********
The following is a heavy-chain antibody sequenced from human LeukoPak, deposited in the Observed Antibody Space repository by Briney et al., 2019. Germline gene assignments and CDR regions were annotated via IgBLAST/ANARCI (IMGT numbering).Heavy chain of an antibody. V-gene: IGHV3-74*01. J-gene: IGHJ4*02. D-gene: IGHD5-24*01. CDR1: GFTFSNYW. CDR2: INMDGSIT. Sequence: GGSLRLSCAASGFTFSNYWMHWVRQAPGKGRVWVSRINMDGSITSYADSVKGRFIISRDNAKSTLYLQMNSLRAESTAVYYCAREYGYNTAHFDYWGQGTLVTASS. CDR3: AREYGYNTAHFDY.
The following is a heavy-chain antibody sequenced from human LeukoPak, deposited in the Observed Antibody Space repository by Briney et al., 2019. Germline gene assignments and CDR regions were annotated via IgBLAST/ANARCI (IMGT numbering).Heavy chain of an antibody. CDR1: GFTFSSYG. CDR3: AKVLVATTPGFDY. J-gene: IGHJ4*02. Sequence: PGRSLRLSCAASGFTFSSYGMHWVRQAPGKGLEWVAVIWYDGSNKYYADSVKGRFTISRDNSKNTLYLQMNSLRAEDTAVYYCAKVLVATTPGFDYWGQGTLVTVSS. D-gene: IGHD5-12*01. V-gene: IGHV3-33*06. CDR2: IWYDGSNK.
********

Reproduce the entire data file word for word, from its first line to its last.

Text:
The following is a heavy-chain antibody sequenced from human LeukoPak, deposited in the Observed Antibody Space repository by Briney et al., 2019. Germline gene assignments and CDR regions were annotated via IgBLAST/ANARCI (IMGT numbering).Heavy chain of an antibody. V-gene: IGHV3-74*01. J-gene: IGHJ4*02. D-gene: IGHD5-24*01. CDR1: GFTFSNYW. CDR2: INMDGSIT. Sequence: GGSLRLSCAASGFTFSNYWMHWVRQAPGKGRVWVSRINMDGSITSYADSVKGRFIISRDNAKSTLYLQMNSLRAESTAVYYCAREYGYNTAHFDYWGQGTLVTASS. CDR3: AREYGYNTAHFDY.
The following is a heavy-chain antibody sequenced from human LeukoPak, deposited in the Observed Antibody Space repository by Briney et al., 2019. Germline gene assignments and CDR regions were annotated via IgBLAST/ANARCI (IMGT numbering).Heavy chain of an antibody. CDR1: GFTFSSYG. CDR3: AKVLVATTPGFDY. J-gene: IGHJ4*02. Sequence: PGRSLRLSCAASGFTFSSYGMHWVRQAPGKGLEWVAVIWYDGSNKYYADSVKGRFTISRDNSKNTLYLQMNSLRAEDTAVYYCAKVLVATTPGFDYWGQGTLVTVSS. D-gene: IGHD5-12*01. V-gene: IGHV3-33*06. CDR2: IWYDGSNK.